In 1842, Surveyor Tuckett found three Europeans
living near the pa at the mouth of the Aorere River. They were building
a trading vessel. The tiny settlement was first named Gibbstown
after an influential resident but later the name was changed to
Collingwood, honouring Nelsons second-in-command at Trafalgar.
During the gold
boom of the 1850s the suggestion was made that the town
become the nations capital, but the good years soon ended,
the miners drifted away and the gravelled streets with their cleared
sections reverted to fern and scrub. Fire destroyed Gibbstown in
1859, another fire in 1904 destroyed the rebuilt village and as
recently as 1967 fire struck again, burning down the hall, hotel
and two shops.
Todays Collingwood is a mixture of
old and new. Modern buildings include the general store, hotel and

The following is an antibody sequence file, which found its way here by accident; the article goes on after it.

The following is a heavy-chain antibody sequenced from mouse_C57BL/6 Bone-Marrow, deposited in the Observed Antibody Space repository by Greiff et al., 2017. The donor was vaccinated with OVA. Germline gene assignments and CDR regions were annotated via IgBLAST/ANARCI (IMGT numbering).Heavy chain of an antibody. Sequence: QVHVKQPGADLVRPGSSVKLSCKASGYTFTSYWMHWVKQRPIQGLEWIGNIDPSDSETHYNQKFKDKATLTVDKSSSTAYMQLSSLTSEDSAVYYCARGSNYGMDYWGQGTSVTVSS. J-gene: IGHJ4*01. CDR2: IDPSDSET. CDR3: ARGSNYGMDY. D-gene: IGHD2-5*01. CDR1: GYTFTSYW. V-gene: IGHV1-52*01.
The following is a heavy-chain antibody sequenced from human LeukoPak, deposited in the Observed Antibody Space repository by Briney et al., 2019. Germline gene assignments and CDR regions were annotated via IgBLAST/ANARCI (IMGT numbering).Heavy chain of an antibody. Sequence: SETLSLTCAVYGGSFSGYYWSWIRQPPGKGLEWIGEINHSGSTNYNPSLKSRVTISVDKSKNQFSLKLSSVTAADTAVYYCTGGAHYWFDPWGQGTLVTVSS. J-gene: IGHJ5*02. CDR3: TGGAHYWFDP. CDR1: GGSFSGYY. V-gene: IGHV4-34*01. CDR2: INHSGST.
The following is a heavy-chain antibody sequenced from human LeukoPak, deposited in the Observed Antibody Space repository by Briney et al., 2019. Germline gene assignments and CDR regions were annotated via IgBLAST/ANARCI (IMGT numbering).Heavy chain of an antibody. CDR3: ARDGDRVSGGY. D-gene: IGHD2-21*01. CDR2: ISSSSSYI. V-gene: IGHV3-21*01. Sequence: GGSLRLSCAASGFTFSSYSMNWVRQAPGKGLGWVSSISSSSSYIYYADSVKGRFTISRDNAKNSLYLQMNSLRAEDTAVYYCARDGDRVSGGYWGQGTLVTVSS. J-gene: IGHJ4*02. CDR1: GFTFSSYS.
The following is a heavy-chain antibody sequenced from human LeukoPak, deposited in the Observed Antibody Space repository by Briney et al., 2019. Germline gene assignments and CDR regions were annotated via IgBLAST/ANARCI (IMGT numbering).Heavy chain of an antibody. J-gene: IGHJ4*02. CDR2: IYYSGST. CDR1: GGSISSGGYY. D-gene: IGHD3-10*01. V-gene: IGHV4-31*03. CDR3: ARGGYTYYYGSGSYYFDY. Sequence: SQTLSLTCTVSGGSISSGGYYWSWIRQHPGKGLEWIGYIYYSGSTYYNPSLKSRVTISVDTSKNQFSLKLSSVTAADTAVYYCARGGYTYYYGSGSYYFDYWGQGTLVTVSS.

memorial hall, while venerable reminders of the past are found in
St. Cuthbert's Church (1873), the courthouse (1901) and post office
buildings. Houses and a tiny campground crowd onto the small sandspit
with the commercial buildings; other houses spread along the coast
to the south or meander up the river bank to the tiny wharf. As
befits a town of this age, there is a small museum in the main street.
People who enjoy rambling through historic cemeteries
and reading stories of floods, epidemics, shipwreck and other trials
of early colonial life from the headstones should set aside some
time to visit the Old Collingwood Cemetery, whose ornate wrought-iron
fences and crumbling gravemarkers are scattered on a rocky hillslope
beside what was once the coach-road to the goldfields. Access is
signposted, either from Excellent Street (off S.H.60) or along a
track behind the Collingwood Area School.
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